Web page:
See National Math Standards for this Challenge.
In one way this is a bit of a trick question. Since both the comet and the impactor spacecraft will be moving in nearly the same orbit at the time of impact, what is important really is how fast the impactor spacecraft will be traveling relative to the comet. As an example of the importance of this difference, consider two cars involved in a rear-end collision. If both cars are moving at the time they collide, it isn't the velocity of the first car or the second car that would be used to calculate the energy of impact, it's the difference between them. So a car traveling at 60 mph striking a car traveling 55 mph transfers the same amount of energy at collision as a car traveling 5 mph striking a stationary car.
Another complication that has to be taken into account is the fact that the comet and impactor spacecraft will be moving through three-dimensional space, instead of the "one dimensional" space of the car example. Fortunately this can be fixed by thinking of the motion one piece at a time, using vectors.
If you assign the same x-y-z set of axes for both objects, their movement can be broken down into three components, an x-component, a y-component and a z-component. This gives you the velocity that the object is moving along that axis. The overall velocity of the object can be determined by simply adding up the vectors. Since the three vectors will be at right angles to each other (since they're along the three right-angle axes), we can just use the three dimensional form of the Pythagorean theorem:
Looking back at the car example, let's say that the cars were moving along the x-axis. This means that their velocities (in mph) along the three axes would be:
Car 1: (60, 0, 0)
Car 2: (55, 0, 0)
This means that the overall velocities of the cars would be:
Car 1: = 60 mph
Car 2: = 55 mph
Okay, enough hints. The last piece of information you need is the x, y, and z velocities (in kilometers per second) for the comet (27.09, -11.40, -5.46) and the impactor spacecraft (18.41, -12.67, -0.16). From these, can you determine the velocity of the impactor spacecraft relative to the comet at the time of impact?
Looking at the Deep Impact mission, the x, y, and z velocities (in kilometers per second) for the comet Tempel 1 at the time of impact are (27.09, -11.40, -5.46). This means the overall velocity of the comet is:
And the x, y, and z velocities (in kilometers per second) for the impactor spacecraft at the time of impact are (18.41, -12.67, -0.16). This means the overall velocity of the impactor spacecraft is:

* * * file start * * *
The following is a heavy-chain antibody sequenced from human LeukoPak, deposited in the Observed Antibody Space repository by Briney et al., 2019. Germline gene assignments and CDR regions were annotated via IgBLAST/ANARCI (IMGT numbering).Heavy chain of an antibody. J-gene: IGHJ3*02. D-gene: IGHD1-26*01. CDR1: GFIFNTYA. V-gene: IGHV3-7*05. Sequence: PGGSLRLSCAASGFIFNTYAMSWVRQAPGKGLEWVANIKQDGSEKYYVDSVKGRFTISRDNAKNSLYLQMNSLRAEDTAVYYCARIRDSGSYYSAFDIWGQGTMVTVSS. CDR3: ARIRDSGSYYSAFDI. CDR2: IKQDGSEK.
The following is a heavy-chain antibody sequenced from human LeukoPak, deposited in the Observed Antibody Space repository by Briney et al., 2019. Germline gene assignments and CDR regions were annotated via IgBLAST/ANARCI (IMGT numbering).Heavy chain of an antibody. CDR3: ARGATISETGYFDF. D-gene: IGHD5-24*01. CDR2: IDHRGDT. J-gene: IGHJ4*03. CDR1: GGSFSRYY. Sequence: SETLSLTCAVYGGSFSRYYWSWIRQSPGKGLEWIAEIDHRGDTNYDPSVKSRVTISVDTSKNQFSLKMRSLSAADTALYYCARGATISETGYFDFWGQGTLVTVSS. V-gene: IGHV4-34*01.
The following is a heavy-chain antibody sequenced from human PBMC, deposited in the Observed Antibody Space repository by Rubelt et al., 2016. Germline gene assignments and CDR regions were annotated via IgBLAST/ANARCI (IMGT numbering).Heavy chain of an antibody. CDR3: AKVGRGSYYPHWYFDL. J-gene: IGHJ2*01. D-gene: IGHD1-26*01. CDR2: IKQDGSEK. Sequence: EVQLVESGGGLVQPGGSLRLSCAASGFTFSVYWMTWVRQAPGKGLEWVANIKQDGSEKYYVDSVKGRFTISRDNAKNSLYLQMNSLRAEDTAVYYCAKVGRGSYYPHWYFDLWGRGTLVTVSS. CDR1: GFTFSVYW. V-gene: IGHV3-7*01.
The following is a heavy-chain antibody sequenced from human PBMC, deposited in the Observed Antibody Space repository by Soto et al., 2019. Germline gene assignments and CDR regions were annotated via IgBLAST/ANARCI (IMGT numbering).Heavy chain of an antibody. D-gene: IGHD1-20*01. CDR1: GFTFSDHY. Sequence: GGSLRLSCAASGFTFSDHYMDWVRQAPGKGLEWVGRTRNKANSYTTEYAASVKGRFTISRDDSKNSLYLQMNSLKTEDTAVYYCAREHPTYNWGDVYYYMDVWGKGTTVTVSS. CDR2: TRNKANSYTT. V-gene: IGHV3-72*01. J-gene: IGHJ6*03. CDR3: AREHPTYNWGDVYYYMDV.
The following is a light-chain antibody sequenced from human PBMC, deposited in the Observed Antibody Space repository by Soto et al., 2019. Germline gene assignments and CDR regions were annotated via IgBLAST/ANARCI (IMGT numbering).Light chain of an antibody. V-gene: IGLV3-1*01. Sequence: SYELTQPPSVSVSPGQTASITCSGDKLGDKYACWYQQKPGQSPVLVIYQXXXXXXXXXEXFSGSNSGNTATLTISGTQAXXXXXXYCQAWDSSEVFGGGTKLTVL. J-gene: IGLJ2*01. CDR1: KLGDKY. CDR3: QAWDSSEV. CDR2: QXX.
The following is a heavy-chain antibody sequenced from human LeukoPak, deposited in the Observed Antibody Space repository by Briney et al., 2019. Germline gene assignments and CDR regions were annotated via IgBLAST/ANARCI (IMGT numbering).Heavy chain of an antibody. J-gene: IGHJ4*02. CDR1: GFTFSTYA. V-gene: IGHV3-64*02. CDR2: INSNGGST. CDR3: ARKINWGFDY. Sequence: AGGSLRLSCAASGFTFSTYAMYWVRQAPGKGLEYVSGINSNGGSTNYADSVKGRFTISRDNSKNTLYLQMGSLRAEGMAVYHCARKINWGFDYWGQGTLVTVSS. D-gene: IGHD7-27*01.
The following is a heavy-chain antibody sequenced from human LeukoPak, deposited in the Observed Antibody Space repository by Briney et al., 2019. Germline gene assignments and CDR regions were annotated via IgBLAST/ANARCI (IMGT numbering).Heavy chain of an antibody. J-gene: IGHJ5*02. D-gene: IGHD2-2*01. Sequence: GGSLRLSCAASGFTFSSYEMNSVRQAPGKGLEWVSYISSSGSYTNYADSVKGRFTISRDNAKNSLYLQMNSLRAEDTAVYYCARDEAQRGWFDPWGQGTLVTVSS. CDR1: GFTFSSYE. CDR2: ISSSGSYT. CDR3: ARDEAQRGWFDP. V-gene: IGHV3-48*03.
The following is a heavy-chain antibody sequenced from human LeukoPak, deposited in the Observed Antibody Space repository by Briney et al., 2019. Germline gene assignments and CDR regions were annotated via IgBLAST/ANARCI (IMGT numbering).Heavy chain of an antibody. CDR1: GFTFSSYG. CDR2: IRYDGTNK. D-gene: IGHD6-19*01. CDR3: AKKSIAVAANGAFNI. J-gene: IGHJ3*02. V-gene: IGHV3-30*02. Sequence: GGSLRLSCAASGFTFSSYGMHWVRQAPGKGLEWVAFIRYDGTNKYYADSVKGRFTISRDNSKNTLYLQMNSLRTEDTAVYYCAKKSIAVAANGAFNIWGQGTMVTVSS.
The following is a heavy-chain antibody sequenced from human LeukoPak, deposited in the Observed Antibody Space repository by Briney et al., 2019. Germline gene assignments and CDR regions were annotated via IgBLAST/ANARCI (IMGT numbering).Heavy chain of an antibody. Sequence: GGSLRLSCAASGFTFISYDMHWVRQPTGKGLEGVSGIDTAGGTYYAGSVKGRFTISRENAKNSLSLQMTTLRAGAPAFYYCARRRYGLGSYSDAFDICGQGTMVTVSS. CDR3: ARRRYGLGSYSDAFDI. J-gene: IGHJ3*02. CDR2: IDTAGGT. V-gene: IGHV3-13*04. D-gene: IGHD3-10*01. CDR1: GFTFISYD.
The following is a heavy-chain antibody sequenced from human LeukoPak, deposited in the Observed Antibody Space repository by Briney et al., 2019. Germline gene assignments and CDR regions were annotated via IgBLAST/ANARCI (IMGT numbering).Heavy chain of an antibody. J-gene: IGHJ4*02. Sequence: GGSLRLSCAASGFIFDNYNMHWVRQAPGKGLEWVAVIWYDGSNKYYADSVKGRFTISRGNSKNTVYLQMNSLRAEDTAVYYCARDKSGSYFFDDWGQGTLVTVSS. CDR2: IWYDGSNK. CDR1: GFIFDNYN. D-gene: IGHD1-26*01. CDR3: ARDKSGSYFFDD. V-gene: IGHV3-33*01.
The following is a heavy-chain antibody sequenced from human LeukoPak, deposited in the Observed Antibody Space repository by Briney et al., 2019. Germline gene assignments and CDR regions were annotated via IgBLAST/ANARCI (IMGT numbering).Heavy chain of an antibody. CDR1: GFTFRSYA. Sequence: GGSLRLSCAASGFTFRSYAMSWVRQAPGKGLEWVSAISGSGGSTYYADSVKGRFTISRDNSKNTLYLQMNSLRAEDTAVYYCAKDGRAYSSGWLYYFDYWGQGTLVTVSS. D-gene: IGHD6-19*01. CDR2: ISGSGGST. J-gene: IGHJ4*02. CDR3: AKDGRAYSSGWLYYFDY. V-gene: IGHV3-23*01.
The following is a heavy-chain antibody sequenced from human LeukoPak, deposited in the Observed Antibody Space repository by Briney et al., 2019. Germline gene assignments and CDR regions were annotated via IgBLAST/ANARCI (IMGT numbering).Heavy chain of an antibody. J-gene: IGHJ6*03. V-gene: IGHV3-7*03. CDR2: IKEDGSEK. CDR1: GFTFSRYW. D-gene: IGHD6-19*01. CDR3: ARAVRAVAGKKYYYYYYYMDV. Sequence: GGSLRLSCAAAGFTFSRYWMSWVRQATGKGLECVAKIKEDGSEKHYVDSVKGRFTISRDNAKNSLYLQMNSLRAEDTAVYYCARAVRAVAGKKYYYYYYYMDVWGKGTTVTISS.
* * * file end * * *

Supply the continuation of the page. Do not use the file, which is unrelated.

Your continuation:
At this point you may think; "Hey, wait a minute! Your mission description says the impactor spacecraft will be moving at 10.2 km/s. You messed up somewhere!" Think back to the car example from earlier. The relative velocity of the slower car to the other was only 5 mph, even though it was moving at 55 mph itself.
Now, you might be tempted at this point to say that the comet is just 7.5 km/s (29.9-22.4) faster than the impactor spacecraft, so the relative velocity of the impactor spacecraft will be 7.5 km/s. Unfortunately, this does not take into account the fact that the two objects will not be heading in exactly the same direction, like the cars were in the earlier example.
So, instead, to determine the relative velocity of the impactor spacecraft, you have to subtract each component (x, y, and z) of the comet from the impactor spacecraft, and then run the same type of 3D Pythagorean theorem calculation on the resulting relative components.
This works even in the "one dimensional" car example. The relative velocities of the second car will be: (55-60, 0-0, 0-0) or (-5, 0, 0). This means the overall relative velocity of the second car to the first is:
= 5 mph
Again looking at Deep Impact, the relative velocities of the impactor spacecraft then will be: (18.41-27.09, -12.67-(-11.40), -0.16-(-5.46)) or (-8.68, -1.27, 5.30). This means the overall relative velocity of the impactor spacecraft is:
= 10.2 km/s
So, the impactor spacecraft will transfer the same amount of energy to the comet as it would if the comet were stationary and the impactor spacecraft were moving at 10.2 km/s.